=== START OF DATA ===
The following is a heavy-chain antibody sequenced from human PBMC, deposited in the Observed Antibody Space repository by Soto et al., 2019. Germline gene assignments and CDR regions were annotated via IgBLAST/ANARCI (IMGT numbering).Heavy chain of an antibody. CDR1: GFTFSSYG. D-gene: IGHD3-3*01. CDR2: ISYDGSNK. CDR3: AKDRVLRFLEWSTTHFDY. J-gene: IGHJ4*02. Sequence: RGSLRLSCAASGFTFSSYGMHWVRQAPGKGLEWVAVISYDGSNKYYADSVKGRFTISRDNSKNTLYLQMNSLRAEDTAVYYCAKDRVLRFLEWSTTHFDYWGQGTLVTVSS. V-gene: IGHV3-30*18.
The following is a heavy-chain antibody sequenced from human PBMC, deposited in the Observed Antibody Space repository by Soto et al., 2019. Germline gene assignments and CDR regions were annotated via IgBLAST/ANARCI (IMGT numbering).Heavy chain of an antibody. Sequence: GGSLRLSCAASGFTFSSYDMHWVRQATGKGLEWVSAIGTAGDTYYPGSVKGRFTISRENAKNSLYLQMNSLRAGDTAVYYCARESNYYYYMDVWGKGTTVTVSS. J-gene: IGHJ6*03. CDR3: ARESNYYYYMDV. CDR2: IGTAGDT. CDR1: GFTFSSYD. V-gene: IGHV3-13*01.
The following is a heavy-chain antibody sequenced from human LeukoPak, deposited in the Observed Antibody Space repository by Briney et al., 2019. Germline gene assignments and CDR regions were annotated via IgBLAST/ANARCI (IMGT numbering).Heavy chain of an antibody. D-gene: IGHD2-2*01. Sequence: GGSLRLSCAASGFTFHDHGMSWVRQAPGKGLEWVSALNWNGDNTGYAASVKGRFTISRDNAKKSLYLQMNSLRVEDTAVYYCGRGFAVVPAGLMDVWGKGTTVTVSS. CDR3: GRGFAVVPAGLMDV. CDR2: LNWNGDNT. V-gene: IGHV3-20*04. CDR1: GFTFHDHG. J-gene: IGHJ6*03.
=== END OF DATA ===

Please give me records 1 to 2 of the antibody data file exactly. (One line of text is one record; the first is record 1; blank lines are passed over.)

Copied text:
The following is a heavy-chain antibody sequenced from human PBMC, deposited in the Observed Antibody Space repository by Soto et al., 2019. Germline gene assignments and CDR regions were annotated via IgBLAST/ANARCI (IMGT numbering).Heavy chain of an antibody. CDR1: GFTFSSYG. D-gene: IGHD3-3*01. CDR2: ISYDGSNK. CDR3: AKDRVLRFLEWSTTHFDY. J-gene: IGHJ4*02. Sequence: RGSLRLSCAASGFTFSSYGMHWVRQAPGKGLEWVAVISYDGSNKYYADSVKGRFTISRDNSKNTLYLQMNSLRAEDTAVYYCAKDRVLRFLEWSTTHFDYWGQGTLVTVSS. V-gene: IGHV3-30*18.
The following is a heavy-chain antibody sequenced from human PBMC, deposited in the Observed Antibody Space repository by Soto et al., 2019. Germline gene assignments and CDR regions were annotated via IgBLAST/ANARCI (IMGT numbering).Heavy chain of an antibody. Sequence: GGSLRLSCAASGFTFSSYDMHWVRQATGKGLEWVSAIGTAGDTYYPGSVKGRFTISRENAKNSLYLQMNSLRAGDTAVYYCARESNYYYYMDVWGKGTTVTVSS. J-gene: IGHJ6*03. CDR3: ARESNYYYYMDV. CDR2: IGTAGDT. CDR1: GFTFSSYD. V-gene: IGHV3-13*01.